- If you think you have more procedural knowledge than declarative:
- use the Feynman technique (ideally once per day for a few days) and
- read other people's exposition when you get stuck.
- If you think you have more declarative knowledge than procedural:
- work problems (ideally with clear solutions) and
- generate concrete examples for yourself.
In whales' excellent Book Review: How Learning Works, each one of the 7 Principles gets expanded upon with a "Research consensus". In the first principle, discussing how prior knowledge affects a students' learning, they write:
Declarative knowledge (object-level concepts) and procedural knowledge (how and when to apply those concepts) do not always go hand in hand. One without the other is a knowledge gap that can be tricky to spot, especially in self-assessment.
(Emphasis whales', not mine.)
I've noticed this to be an especially useful asymmetry to keep in mind myself, since a lot of what I do is filling one, then using that to bootstrap the other. So I thought I would share my two "prescriptions" for it.
They're nothing groundbreaking, but they might help someone who's stuck in a state of analysis paralysis decide what to do next.
EDIT: The Feynman technique and a variant
My apologies, I thought this was a little better known than it was. To summarize very quickly, the Feynman technique is where you
- Sit down with a piece of paper (or whatever "thought->thing" tool you prefer);
- Write down the concept you want to build declarative knowledge on first;
- Start to write out an explanation of the concept, as if you were explaining it to a generally intelligent layman, who doesn't know most of your fancy words;
- and any time you have difficulty explaining in plain English what you're talking about, you pinpoint that as a gap you need to build declarative knowledge on further.
That was all taken from this helpful link from commentator habryka below. (Thanks!) Let me add a bit of my own value, by suggesting a variant for people with a lot of "know-how".
- Pick a problem and write that at the top of the page.
- Start to work through the problem, but at each stage, pause and write a plain-English explanation of what you're doing here.
- It's a little more forgiveable to use jargon here, but you should try to explain whatever jargon you use in plain English as well for the first time you use it in solving the problem, and then relate it back to why that particular concept is importnat here.
- Again, any place you have difficulty, that's a gap you need to hit the books on specifically.
This might be a little easier if you're really in the weeds, so to speak. It can be difficult to just pick "a concept" and run with it without motivating examples; here, you invert the process, and use an example to find concepts to explain.
(You can probably safely skip this, if you have more important stuff to do.)
Matrix multiplication (declarative > procedural)
I used to have trouble remembering how to do matrix multiplication by hand. (I think this is very relatable!) I have a lot of declarative knowledge about what matrices "really" are, linear transformations and all that, but I lacked the practice to effectively turn that into procedural knowledge.
To fix this, I generated concrete examples to practice. Specifically, I wanted examples I could do in just a few seconds of mental calculation, and that I could throw into Mnemosyne, using its LaTeX formatting; so I wrote a Python script to generate a bunch of very easy, random matrices and ask me for the value of their multiplication at a specific row.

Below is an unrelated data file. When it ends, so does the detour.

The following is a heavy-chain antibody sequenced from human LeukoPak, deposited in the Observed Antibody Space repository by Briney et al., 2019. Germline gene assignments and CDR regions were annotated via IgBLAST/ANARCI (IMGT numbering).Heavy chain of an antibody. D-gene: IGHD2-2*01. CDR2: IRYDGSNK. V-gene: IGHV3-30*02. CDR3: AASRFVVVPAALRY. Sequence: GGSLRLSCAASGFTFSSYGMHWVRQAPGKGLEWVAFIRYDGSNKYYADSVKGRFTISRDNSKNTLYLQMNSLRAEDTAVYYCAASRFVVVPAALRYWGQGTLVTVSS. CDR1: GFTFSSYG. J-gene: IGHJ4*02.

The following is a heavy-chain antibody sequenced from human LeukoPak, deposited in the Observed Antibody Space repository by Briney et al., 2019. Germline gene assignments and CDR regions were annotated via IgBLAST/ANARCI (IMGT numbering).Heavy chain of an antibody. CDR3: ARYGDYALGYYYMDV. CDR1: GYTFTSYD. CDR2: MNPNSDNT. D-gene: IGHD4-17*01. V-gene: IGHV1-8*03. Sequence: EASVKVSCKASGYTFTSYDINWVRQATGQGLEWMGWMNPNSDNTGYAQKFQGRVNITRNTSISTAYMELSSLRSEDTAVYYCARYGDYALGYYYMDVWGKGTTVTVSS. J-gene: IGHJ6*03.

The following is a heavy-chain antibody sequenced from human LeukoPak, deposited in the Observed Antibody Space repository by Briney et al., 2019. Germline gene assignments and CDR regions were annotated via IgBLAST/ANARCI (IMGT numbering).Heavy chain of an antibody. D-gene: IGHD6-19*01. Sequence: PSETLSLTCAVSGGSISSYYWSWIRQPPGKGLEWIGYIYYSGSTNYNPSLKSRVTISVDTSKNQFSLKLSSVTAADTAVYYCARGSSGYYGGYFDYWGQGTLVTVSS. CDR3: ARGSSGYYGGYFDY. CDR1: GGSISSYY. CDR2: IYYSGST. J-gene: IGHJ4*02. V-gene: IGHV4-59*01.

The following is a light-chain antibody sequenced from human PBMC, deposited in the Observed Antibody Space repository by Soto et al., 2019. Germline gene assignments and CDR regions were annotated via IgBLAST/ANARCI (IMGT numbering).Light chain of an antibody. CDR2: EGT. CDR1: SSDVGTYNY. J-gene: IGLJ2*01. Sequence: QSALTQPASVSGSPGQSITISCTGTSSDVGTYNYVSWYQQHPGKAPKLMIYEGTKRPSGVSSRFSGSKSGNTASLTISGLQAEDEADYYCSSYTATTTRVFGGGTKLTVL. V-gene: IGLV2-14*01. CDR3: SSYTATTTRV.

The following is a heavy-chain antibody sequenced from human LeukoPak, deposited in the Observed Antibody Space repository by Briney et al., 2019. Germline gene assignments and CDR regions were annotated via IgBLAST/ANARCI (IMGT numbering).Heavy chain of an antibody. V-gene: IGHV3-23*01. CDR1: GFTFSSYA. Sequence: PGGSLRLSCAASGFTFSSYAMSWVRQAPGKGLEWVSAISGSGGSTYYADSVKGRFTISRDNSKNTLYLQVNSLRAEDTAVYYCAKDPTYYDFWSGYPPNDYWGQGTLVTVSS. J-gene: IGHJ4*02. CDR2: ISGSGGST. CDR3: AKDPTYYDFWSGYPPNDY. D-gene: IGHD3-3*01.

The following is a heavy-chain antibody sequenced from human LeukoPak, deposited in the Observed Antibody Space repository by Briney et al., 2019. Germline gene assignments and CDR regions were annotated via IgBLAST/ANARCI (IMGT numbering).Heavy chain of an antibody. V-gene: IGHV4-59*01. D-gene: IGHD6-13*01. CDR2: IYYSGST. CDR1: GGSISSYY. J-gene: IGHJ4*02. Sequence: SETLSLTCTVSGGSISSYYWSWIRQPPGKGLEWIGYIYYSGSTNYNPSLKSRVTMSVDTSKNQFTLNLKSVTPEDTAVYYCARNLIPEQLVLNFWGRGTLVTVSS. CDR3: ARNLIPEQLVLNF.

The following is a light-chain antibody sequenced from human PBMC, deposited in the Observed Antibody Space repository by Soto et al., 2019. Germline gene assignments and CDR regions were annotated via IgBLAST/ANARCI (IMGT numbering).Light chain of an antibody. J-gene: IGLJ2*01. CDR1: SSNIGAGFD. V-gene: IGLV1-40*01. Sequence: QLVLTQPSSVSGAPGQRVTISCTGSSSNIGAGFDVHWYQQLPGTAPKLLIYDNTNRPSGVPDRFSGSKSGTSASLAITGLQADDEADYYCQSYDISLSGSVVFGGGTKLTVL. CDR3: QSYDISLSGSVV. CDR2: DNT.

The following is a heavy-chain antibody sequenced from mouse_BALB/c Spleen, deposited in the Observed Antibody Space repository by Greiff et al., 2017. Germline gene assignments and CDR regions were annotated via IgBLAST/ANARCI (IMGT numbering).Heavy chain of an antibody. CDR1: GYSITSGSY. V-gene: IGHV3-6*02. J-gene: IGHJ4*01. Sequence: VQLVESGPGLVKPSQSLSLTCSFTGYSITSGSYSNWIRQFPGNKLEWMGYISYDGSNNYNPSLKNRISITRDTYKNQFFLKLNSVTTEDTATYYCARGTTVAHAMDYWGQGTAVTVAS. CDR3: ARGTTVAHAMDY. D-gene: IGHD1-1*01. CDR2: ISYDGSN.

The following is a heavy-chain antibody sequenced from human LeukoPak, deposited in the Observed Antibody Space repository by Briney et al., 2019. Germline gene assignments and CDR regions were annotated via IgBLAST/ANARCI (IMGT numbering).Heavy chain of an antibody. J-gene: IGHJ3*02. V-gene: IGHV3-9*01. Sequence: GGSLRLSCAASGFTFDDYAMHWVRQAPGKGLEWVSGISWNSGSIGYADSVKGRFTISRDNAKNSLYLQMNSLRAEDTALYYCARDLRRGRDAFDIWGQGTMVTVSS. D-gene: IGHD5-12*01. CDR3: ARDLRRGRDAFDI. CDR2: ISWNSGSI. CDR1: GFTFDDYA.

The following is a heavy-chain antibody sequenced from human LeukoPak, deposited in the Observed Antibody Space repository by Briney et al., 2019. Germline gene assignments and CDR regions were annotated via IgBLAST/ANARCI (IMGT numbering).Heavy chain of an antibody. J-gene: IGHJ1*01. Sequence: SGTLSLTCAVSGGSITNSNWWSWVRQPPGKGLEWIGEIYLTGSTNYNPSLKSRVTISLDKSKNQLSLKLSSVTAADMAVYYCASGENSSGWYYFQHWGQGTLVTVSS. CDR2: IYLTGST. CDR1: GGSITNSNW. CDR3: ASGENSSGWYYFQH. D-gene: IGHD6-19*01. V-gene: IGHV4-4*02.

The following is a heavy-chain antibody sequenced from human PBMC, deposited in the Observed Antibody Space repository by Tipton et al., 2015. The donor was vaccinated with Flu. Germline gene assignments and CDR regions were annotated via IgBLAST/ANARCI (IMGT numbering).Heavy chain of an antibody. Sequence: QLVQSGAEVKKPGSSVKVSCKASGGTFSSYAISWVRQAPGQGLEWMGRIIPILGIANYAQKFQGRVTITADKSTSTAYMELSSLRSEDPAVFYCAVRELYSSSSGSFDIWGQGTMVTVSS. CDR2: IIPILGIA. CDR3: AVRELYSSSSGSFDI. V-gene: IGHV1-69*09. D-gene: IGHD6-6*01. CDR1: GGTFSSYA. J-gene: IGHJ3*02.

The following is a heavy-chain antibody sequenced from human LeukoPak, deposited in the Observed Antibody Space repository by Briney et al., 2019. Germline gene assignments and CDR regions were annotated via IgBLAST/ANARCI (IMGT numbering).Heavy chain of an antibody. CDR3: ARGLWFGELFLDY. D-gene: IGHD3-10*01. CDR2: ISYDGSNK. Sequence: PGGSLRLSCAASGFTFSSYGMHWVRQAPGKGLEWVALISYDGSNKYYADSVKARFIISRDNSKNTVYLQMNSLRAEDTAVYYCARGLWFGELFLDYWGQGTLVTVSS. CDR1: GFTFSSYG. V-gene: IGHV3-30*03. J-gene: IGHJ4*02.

That allowed me to make a Tab-Separated Value text file of 50 such cards I could import in to Mnemosyne, which would give me more than enough practice and retention to never have to worry about the skill again.
Circuit analysis (procedural > declarative)
In the days leading up to my final exam last quarter, I realized that while I had a pretty good sense of what to do by hand when analyzing an electronic circuit with an AC power source, I had very little ability to explain why that was the way it was. I had procedural knowledge, but I was lacking in declarative knowledge.
I sat down about a week before the exam, and used the Feynman technique - I tried to explain back to myself (for example) why and how we did things using complex numbers instead of the "raw" real functions. When I couldn't generate the explanation myself, I went back to my textbook and read through theirs.
The next day, I got a new sheet of paper, and tried again. This time it went much smoother. I began to push my reasoning abilities, with questions like:
- Why is Δ an important assumption for technique α?
- How does α break if Δ can't be assumed?
- How would we deal with case χ, where α starts to become more complicated?
- Is there a better technique β I could use instead?
Where I wasn't sure, I tried α or β and if I got the right answer I'd mentally class it as "leaning towards correct". But the final litmus test was always to take a technique that spat out the correct answer and explain why it had to be so. (Come to think of it, it's a similar epistemic style to proof writing, which as we all know is a skill in itself!)
I did this each day leading up to the exam. And by the time the exam came around, I felt like not only did I know how to do the problems I saw, but I also understood deeply why we solved them these ways. That turned out to be useful, because the exam threw much harder problems at us than I expected. Being able to verbalize the logic behind the operations made it much easier for me to spot bottlenecks where I could solve simpler problems that would compose upwards into a full solution, so I was still able to breathe somewhat easy.